Clinical Negligence & Catastrophic Injury Solicitors
Shrewsbury and Telford NHS Trust fined £1.3m after admitting failures contributed to patients deaths
A hospital trust has been fined more than £1.3m after admitting failures in care that contributed to the deaths of two patients.
Mohammed Ismael Zaman, 31, died of severe blood loss while undergoing dialysis at the Royal Shrewsbury Hospital in 2019.
Max Dingle, 83, died after his head became trapped between a mattress and bed rail at the same hospital. His son said the death had come as a "total shock".
Shrewsbury and Telford Hospital NHS Trust (SaTH) admitted three counts of failing to provide treatment and care in a safe way, resulting in harm or loss, between October 2019 and May 2020.
It was fined £800,000 relating to the death of Mr Zaman, known as Bolly, and £533,334 for Mr Dingle's death.
Charges were brought against the trust by health and care regulator, the Care Quality Commission (CQC), under the Health and Social Care Act 2008.
Representing the CQC, Ryan Donoghue said the failures in Mr Zaman's care "were the legal cause of his death, for which the trust is responsible.”
Mr Zaman was receiving treatment on 18 October 2019 when his catheter, which went into his jugular vein, came out. An alarm went off, but he was not checked before staff switched it off. By the time staff noticed what had happened, he had lost half of his supply of blood.
Mr Dingle, a retired policeman from Newtown, in Powys, mid Wales, had been admitted with chronic lung disease in April 2020, the court heard.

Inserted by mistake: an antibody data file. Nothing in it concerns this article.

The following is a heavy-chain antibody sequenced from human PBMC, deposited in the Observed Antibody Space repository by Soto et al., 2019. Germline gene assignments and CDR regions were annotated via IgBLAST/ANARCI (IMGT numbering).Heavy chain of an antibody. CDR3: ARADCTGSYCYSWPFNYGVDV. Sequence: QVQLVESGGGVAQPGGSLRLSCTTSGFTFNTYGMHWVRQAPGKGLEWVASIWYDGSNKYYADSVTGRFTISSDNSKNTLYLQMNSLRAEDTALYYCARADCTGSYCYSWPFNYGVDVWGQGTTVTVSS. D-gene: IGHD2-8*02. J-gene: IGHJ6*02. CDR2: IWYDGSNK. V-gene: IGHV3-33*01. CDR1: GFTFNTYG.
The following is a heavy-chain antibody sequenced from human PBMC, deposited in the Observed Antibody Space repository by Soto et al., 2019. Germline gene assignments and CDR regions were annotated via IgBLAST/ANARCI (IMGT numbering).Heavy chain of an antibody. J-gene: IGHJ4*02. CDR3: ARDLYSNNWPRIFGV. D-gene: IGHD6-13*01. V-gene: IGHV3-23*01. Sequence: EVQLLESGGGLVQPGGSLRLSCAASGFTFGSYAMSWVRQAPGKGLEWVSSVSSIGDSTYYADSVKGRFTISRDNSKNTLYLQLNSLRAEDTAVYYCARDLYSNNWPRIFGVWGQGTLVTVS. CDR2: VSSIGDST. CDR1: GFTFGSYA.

He was overweight and so was placed in a larger bariatric bed and staff were not trained how to use it.
On 3 May he was found with his feet on the floor and with his head and neck trapped. He was purple, his eyes were bulging and he died from a cardiac arrest after being freed.
Phil Dingle criticised the trust's response to his father's death, accusing them of trying to "whitewash" the circumstances.
Ryan Donoghue said : "The basis of the guilty plea is that the failures exposed him to a significant risk of avoidable harm."
As well as the two deaths, the CQC accused the trust of exposing other patients to significant risk of avoidable harm.
In court, SaTH accepted it would take considerable time to rebuild trust with the local community after entering guilty pleas.
The trust's barrister said the deaths were "tragedies" and offered sincere sympathies to the families.
At the time, the trust was £60m in debt and senior district judge, Paul Goldspring, acknowledged every pound he fined the trust would be from the patient care budget.
He said that the families of the patients had suffered "unimaginable grief” aggravated by a 2016 fine SaTH received for a poor health and safety record in the management of the Royal Shrewsbury Hospital.
In mitigation, Judge Goldspring said the trust had carried out "full and extensive investigations immediately after both incidents.”
The CQC said Mr Zaman and Mr Dingle had been "severely let down" by the trust.
The then CQC director of operations, Fiona Allinson, said: "People using health and social care services have the right to safe care and treatment, so it's unacceptable that patient safety was not well managed by Shrewsbury and Telford Hospital NHS Trust."
Following the hearing, SaTH issued a statement in which its nursing director, Hayley Flavell, said: "We are truly sorry for the pain and distress caused as a result of the failures in the provision of care. We offer our sincere apologies and heartfelt condolences to the families we let down."
The trust was recently subject of a damning review into its maternity services.
The Ockenden review, published in March, found "repeated errors in care" at the trust contributed to the deaths of 201 babies between 2000-2019.